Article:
Ole Miss Prof: Time to Reclaim Mississippi


On Nov. 6, a growing crowd of young white people gathered in the Circle at Ole Miss to protest the re-election of the nation's first black president. Evidence of their anger, captured on grainy cell-phone footage and broadcast via social media, quickly circulated across the country. And once again, with lightning quickness, the nation began to distance itself from Mississippi, to think of banishing again this "other," this place that could not possibly be like the rest of the country.

It is convenient timing. The vitriolic presidential campaign of the last year saw this president's very citizenship questioned, saw mock lynchings of his effigy and heard spoken coded racial slurs--"the food stamp president" among the more polite ones. It stands to reason in the racially charged climate that such reactions would occur following the election. But it must be noted that these reactions did not occur only in Mississippi.

It might be tempting now for many to fall back on back on old remedies, to tell ourselves that Mississippi is not us, that we do not all harbor these fears of those we deem the "other," that we have not all inherited this tortured history, that we do not all need rigorous self-reflection and honest appraisals of our attitudes and policies that reinforce the cycle of white supremacy, is to tell ourselves a lie.

We are all Mississippians.

Fifty years ago, angry crowds gathered on the University of Mississippi campus, exploiting fear, bigotry and hatred to attempt to prevent one black student from enrolling in school there.

Historian James Silver called Mississippi "the closed society," and it was. The rest of the nation and the world agreed and, through subsequent actions, deemed Mississippi a country apart from the United States, because it was far easier to banish Mississippi than to acknowledge that we are all Mississippians in one way or another. It was easy for the nation to offer Mississippi and the rest of the South as the sacrificial lamb--the scapegoat--to bear its sins of bigotry. It could declare to the rest of the world, "See? It is not us; it's them." With this sacrifice, reinforced over the last 50 years, the rest of the country was quick to highlight continuing transgressions of bigotry and hatred in Mississippi. It was easier than acknowledging its own fears and bigotry.

It is painful to face one's flaws. But along side this catalog of discrimination is an American story of hope, redemption and freedom. It is the story of Mississippi. It has lines from Neshoba County, of Florence Mars and Rev. Clay Lee, whites who refused to acquiesce to the Klan and who condemned the 1964 murders of Chaney, Goodman and Schwerner. It has chapters in Ruleville and Jackson, in the spirit and work of Fannie Lou Hamer and Medgar Evers, who fought the system of segregation under which they lived but refused to hate white people.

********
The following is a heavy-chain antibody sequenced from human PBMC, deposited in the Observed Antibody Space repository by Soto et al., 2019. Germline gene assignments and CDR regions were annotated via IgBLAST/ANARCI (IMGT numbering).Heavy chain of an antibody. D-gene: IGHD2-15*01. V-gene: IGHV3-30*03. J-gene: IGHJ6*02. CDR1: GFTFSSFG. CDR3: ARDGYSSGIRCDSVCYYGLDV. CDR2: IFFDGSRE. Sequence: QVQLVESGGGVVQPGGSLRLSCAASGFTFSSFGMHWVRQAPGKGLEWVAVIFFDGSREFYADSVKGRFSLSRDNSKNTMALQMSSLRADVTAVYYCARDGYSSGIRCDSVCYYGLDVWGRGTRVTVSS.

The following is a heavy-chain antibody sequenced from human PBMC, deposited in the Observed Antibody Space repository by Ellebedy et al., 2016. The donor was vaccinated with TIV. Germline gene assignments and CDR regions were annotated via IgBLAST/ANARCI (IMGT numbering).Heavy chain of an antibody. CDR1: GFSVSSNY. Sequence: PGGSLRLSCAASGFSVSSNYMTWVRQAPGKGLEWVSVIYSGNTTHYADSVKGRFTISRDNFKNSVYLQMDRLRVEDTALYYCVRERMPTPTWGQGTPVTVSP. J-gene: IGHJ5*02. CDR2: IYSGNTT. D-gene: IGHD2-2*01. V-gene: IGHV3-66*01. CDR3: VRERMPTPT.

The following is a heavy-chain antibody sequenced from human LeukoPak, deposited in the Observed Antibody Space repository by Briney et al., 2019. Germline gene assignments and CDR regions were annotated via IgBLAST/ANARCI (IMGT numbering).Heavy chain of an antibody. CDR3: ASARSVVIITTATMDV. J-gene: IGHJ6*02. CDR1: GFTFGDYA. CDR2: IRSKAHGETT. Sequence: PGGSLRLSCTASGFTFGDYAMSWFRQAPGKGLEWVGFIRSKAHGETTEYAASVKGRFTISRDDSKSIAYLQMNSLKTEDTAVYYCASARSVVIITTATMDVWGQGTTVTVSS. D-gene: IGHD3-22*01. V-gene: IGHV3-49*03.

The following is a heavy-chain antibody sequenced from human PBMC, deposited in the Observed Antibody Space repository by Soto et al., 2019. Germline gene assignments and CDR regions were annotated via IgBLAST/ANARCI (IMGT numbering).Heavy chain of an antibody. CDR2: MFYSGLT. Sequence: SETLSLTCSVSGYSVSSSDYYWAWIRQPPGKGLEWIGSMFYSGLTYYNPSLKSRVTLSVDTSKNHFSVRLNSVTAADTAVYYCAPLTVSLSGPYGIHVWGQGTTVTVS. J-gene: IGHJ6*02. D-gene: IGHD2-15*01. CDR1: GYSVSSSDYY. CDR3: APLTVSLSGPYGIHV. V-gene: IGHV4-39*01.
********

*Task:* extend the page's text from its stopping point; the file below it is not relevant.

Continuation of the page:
Paragraphs of this story are being written in the lives of young Mississippians, black, white, Latino and Asian, nearly 700 of whom stood Nov. 7 on the campus of the University of Mississippi to affirm that love is greater than hate, justice is stronger than injustice, and who would not allow the fears of a few to return us to a past of inequality and hatred.

We are all Mississippians.

We are choosing to reclaim and redeem "Mississippi." We are choosing, like poet Elizabeth Sewell, to "honor the gift outright," given to us by James Chaney, Michael Schwerner and Andrew Goodman; James Meredith and Unita Blackwell; Duncan Gray and Will Campbell; Marge Baroni and Victoria Gray Adams,
all of whom believed Mississippi can mean, must mean love and freedom and equality and hope. For if Mississippi doesn't mean that, then our history tells us that "America" doesn't mean those things either; that America remains an unfulfilled promise.

As the writer Charles P. Pierce noted last week in his blog, "[U]ltimately, (our history) is a history of an ongoing demand to be included in the creative project of self-government. That was all the civil-rights movement ever was. That was what all the bloodshed and horror and death and glory were all about. It was a demand to be included in the great project simply because, if some Americans were not included in the project, it never was so great in the first place."